'Tis the season when people are buying all sorts of electronics.
If you're looking to give - or get - a blu-ray player, your timing is very good. Prices have fallen dramatically.
Watching a movie on an HDTV, a blu-ray player delivers an incredible viewing experience.
Consumer Reports tested more than 40 blu-ray players, costing as little as $80 all the way up to $650.
The most important test? Assessing picture quality.
The good news is every blu-ray player rated "excellent" for high-definition picture quality, from this Oppo, which sells for $500, to this Samsung, which costs $140.
And lower-priced players can still pack in plenty of features, like a USB port, so you can watch home videos on your TV, and internet capability, which allows you to access movies online if you pay for a service such as Netflix or Vudu.
"Some of the blu-ray players are wi-fi capable, which means you can connect to your home network wirelessly," says Jim Willcox of Consumer Reports.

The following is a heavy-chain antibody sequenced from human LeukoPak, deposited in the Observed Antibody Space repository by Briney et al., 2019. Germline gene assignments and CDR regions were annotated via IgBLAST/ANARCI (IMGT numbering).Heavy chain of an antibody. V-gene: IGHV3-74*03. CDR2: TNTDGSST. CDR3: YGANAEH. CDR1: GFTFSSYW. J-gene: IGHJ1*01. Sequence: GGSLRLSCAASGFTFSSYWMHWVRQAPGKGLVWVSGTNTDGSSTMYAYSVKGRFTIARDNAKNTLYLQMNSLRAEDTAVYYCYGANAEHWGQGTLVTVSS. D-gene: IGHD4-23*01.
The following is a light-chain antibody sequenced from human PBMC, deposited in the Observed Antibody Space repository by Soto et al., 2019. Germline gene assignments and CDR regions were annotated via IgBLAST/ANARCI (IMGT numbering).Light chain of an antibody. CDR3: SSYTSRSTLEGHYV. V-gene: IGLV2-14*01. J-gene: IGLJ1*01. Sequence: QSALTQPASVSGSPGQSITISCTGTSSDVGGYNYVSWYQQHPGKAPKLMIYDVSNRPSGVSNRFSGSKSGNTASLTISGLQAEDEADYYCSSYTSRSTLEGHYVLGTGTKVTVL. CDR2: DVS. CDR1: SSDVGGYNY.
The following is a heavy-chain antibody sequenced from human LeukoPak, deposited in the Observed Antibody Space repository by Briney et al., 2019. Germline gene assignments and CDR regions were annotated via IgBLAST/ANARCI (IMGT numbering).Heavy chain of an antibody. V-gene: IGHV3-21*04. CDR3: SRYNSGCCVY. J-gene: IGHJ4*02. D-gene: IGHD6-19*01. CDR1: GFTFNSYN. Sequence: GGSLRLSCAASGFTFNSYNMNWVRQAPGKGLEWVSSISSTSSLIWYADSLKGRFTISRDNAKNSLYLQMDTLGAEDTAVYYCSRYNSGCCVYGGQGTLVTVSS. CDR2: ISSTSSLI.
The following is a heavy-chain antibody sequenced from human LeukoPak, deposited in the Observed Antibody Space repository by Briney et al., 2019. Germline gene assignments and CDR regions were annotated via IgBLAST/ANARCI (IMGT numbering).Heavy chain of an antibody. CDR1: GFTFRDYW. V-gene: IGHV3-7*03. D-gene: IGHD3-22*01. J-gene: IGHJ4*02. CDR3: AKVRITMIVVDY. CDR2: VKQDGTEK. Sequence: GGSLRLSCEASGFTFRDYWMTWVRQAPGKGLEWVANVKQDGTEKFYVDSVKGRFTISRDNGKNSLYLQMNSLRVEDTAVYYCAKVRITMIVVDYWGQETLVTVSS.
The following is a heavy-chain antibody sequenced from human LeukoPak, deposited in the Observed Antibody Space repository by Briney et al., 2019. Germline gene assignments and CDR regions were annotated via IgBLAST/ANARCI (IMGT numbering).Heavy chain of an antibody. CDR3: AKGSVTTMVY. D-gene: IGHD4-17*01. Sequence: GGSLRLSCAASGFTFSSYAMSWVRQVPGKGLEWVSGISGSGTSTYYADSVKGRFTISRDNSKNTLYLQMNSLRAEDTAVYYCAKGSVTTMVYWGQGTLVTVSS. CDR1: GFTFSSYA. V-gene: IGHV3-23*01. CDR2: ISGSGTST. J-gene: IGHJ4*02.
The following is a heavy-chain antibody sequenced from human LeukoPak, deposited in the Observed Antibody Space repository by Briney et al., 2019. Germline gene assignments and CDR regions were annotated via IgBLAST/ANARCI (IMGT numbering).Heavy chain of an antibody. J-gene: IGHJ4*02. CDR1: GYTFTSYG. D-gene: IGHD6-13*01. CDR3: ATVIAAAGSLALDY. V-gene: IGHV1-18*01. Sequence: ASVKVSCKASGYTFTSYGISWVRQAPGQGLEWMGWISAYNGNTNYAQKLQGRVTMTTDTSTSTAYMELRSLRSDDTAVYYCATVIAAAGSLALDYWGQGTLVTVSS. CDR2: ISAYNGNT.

Another consideration is how long it takes the player to load a movie.
Consumer Reports times how many seconds it takes until the first screen appears.
If a 3D TV is in your future, Consumer Reports recommends the $200 Sony BDP-S570 blu-ray player with built-in wi-fi.
"Right now there's not a lot of 3D content, but all these machines will play blu-ray discs and regular DVDs," Willcox says. "And you'll be set to go should you decide you want to buy a 3D TV."
Not likely to go 3D anytime soon?
Then the Samsung BD-C5500 is a good choice. It's a Consumer Reports best buy at $140.
If streaming movies from the Internet is important to you, be aware that blu-ray manufacturers have agreements with certain service providers. The two recommended blu-ray players in this report stream movies from Netflix.
Consumer Reports says that if you're interested in one service in particular, make sure the player you get offers it.